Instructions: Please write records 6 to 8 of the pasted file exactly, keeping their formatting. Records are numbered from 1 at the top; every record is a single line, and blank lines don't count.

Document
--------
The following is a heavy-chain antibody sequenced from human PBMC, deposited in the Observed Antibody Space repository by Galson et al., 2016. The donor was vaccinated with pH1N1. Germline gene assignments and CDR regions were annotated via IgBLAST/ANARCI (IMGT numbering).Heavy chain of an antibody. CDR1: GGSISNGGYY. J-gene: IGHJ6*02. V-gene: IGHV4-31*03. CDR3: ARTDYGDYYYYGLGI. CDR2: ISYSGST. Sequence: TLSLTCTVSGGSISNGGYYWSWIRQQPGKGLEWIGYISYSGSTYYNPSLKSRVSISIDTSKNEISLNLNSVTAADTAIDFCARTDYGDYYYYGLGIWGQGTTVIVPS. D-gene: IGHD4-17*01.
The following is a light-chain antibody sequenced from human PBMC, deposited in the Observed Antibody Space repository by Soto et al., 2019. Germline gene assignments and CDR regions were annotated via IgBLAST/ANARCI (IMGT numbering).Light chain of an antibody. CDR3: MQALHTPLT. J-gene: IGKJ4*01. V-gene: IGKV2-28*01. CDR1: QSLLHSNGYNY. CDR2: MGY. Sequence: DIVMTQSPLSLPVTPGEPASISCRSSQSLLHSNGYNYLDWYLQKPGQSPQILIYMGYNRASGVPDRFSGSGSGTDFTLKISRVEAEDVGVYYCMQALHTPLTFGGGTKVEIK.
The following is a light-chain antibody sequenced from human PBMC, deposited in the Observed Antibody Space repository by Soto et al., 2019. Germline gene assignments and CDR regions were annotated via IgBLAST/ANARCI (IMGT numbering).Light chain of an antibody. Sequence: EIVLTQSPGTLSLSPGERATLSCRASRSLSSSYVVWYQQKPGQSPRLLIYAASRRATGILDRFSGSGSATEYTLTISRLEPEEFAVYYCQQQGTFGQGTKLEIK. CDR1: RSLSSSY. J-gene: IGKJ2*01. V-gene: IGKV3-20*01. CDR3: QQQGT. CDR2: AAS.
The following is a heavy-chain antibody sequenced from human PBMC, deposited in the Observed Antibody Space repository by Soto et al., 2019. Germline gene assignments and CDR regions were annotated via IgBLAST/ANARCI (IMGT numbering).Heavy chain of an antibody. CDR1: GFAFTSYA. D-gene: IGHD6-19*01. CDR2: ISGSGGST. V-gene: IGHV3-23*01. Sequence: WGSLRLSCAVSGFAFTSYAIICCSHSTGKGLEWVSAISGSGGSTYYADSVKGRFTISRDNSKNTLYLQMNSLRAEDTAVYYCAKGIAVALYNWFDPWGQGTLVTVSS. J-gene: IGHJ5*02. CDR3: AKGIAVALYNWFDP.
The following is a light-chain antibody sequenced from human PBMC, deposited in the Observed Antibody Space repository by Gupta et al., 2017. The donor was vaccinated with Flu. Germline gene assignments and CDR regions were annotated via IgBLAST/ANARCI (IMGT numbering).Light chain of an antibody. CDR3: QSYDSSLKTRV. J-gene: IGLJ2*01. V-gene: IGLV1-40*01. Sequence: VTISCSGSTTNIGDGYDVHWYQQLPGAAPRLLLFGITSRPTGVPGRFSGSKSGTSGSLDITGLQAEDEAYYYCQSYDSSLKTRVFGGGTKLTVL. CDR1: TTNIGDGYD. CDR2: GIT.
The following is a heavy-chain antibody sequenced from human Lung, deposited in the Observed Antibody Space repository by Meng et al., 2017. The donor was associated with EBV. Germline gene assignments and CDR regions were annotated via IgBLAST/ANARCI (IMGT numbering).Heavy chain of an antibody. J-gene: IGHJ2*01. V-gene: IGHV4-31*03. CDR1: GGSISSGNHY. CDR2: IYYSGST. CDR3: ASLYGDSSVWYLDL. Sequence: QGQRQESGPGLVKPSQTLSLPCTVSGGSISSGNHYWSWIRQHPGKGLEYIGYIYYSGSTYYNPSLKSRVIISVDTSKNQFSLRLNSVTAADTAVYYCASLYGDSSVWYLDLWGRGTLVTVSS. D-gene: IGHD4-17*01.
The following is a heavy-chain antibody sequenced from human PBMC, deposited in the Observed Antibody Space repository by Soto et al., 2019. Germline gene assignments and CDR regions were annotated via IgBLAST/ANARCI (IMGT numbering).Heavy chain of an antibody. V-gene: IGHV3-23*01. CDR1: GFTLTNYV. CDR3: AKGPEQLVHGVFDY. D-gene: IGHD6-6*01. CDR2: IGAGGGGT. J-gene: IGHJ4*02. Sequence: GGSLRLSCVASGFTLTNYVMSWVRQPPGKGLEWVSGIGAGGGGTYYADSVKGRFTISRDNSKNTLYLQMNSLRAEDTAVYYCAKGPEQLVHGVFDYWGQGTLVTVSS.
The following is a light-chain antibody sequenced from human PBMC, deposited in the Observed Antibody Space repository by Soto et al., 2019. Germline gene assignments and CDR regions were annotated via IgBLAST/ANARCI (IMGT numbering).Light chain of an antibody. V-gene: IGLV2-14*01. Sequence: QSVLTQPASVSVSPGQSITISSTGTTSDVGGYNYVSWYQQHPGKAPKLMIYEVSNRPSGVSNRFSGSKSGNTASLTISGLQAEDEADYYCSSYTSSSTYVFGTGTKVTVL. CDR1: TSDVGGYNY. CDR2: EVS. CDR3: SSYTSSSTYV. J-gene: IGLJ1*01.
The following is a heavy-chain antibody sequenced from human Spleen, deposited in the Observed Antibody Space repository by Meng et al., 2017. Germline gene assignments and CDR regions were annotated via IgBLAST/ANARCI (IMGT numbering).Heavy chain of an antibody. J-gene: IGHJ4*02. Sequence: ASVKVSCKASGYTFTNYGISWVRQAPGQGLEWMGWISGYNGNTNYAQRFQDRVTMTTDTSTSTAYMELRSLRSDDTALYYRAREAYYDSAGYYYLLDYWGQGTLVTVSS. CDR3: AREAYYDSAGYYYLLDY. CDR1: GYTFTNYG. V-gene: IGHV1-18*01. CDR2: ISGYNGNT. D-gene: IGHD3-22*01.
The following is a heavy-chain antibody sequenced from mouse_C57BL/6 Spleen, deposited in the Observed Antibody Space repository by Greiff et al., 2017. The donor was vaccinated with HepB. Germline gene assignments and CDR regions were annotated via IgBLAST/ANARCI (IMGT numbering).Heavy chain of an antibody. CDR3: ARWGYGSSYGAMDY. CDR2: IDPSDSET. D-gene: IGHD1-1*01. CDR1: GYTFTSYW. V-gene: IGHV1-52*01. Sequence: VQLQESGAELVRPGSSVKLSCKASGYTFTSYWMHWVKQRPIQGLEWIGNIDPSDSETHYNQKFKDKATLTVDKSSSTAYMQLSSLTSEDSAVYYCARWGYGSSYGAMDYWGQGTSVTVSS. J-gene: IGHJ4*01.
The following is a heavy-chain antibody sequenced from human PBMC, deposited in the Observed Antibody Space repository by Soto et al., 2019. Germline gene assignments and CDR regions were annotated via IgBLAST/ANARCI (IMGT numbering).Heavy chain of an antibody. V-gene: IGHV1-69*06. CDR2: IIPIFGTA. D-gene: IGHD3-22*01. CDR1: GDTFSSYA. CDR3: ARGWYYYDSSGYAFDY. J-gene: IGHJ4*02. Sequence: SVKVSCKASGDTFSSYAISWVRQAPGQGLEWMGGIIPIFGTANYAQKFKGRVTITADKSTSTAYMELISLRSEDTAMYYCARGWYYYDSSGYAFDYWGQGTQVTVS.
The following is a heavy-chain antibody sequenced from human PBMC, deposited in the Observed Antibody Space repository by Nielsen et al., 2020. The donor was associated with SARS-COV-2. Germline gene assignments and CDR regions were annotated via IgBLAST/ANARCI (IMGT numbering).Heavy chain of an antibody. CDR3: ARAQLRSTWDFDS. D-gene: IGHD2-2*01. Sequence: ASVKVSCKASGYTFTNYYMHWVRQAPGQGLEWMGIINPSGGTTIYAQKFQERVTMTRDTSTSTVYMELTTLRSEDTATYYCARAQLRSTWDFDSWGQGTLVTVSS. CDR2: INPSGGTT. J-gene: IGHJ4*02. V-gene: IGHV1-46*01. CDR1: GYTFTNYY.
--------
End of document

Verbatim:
The following is a heavy-chain antibody sequenced from human Lung, deposited in the Observed Antibody Space repository by Meng et al., 2017. The donor was associated with EBV. Germline gene assignments and CDR regions were annotated via IgBLAST/ANARCI (IMGT numbering).Heavy chain of an antibody. J-gene: IGHJ2*01. V-gene: IGHV4-31*03. CDR1: GGSISSGNHY. CDR2: IYYSGST. CDR3: ASLYGDSSVWYLDL. Sequence: QGQRQESGPGLVKPSQTLSLPCTVSGGSISSGNHYWSWIRQHPGKGLEYIGYIYYSGSTYYNPSLKSRVIISVDTSKNQFSLRLNSVTAADTAVYYCASLYGDSSVWYLDLWGRGTLVTVSS. D-gene: IGHD4-17*01.
The following is a heavy-chain antibody sequenced from human PBMC, deposited in the Observed Antibody Space repository by Soto et al., 2019. Germline gene assignments and CDR regions were annotated via IgBLAST/ANARCI (IMGT numbering).Heavy chain of an antibody. V-gene: IGHV3-23*01. CDR1: GFTLTNYV. CDR3: AKGPEQLVHGVFDY. D-gene: IGHD6-6*01. CDR2: IGAGGGGT. J-gene: IGHJ4*02. Sequence: GGSLRLSCVASGFTLTNYVMSWVRQPPGKGLEWVSGIGAGGGGTYYADSVKGRFTISRDNSKNTLYLQMNSLRAEDTAVYYCAKGPEQLVHGVFDYWGQGTLVTVSS.
The following is a light-chain antibody sequenced from human PBMC, deposited in the Observed Antibody Space repository by Soto et al., 2019. Germline gene assignments and CDR regions were annotated via IgBLAST/ANARCI (IMGT numbering).Light chain of an antibody. V-gene: IGLV2-14*01. Sequence: QSVLTQPASVSVSPGQSITISSTGTTSDVGGYNYVSWYQQHPGKAPKLMIYEVSNRPSGVSNRFSGSKSGNTASLTISGLQAEDEADYYCSSYTSSSTYVFGTGTKVTVL. CDR1: TSDVGGYNY. CDR2: EVS. CDR3: SSYTSSSTYV. J-gene: IGLJ1*01.